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Author: Subject: Steam distillation tubing size?
Refinery
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[*] posted on 9-7-2020 at 23:44
Steam distillation tubing size?


Does the size matter when choosing glass tube for steam distillation? I would think that very small tube would cause pressure and velocity issues that causes the liquid to shoot up in the flask. I have available 3.5mm ID and 6mm ID glass tubing, I was preferring the latter.
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Tsjerk
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[*] posted on 10-7-2020 at 00:09


Steam distillation is the same as normal distillation, the only difference is the water in the pot. 3.5mm could be fine if your setup is really small.
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CouchHatter
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[*] posted on 10-7-2020 at 03:58


Consistent rate of steam generation matters more. I have used 5/16"ID to great success, but if the steam generator is cooled before the pot, the tubing lead into the pot will build pressure slowly until one great big burst of steam comes over and belches into the receiver. In that instance I think the volume of small ID tubing would still be enough to make an appreciable splash but I haven't ever used small ID.
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Tsjerk
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[*] posted on 10-7-2020 at 04:02


Steam distillation can be done without an external steam generator. Just put water in the pot, if you need more water than it can fit you either cool down and refill or use a claisen adapter with an addition funnel.
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Eddie Current
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[*] posted on 10-7-2020 at 04:42


A clevenger apparatus (left) is a handy piece of equipment for steam distillations.

clevapp.PNG - 203kB clevrig.PNG - 62kB
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[*] posted on 10-7-2020 at 07:01


Quote: Originally posted by CouchHatter  
Consistent rate of steam generation matters more. I have used 5/16"ID to great success, but if the steam generator is cooled before the pot, the tubing lead into the pot will build pressure slowly until one great big burst of steam comes over and belches into the receiver. In that instance I think the volume of small ID tubing would still be enough to make an appreciable splash but I haven't ever used small ID.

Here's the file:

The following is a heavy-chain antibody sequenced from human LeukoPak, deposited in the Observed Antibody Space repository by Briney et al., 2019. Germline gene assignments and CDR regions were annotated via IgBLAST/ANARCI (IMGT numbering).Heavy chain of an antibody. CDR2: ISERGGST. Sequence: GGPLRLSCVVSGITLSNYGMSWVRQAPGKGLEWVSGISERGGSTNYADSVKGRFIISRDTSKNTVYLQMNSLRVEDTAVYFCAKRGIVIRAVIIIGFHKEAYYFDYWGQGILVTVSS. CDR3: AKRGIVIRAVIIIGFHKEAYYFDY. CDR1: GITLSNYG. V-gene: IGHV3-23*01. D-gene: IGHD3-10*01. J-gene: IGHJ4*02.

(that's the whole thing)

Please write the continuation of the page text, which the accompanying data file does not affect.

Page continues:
Also an appropriate rate of steam generation. I've played around with an external steam generator (pressure cooker on a gas stove) and it's surprisingly easy to outrun the capabilities of a 300 mm Liebig condenser.
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Refinery
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[*] posted on 10-7-2020 at 08:36


According to "laboratory methods of organic chemistry" a steam distillation with flask of water is sufficient for more volatile substances, but less volatile should be helped with external steam, and low volatility stuff can be distilled with superheated steam.

I was planning on putting just another flask with glass tubes and silicon stoppers and tubing into a CaCl2 bath to feed steam at constant rate to a flask filled with water and a substance to be distilled, and heat it to boiling.

I think I could try the clevenger because I can get one cheap. Although, it seems that many substances are actually heavier than water, and in this instance a dean-stark trap should work better.

EDIT: Clevenger seems to work both ways, so that it is.

[Edited on 10-7-2020 by Refinery]
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Mateo_swe
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[*] posted on 10-7-2020 at 12:01


A Clevinger apparatus works for both heavier than water and lighter than water distillates but is little more complicated to work with compared with a dean stark.
However not all clevinger is designed the same and can be used for both purposes.
They need to have a piece of glass tube below where the thin pipe attaches to the main tube close to the "knob".
If one is short of cash i would choose the clevinger as it can be used for both situations.
Chemplayer has a video explaining the function and how to operate it.
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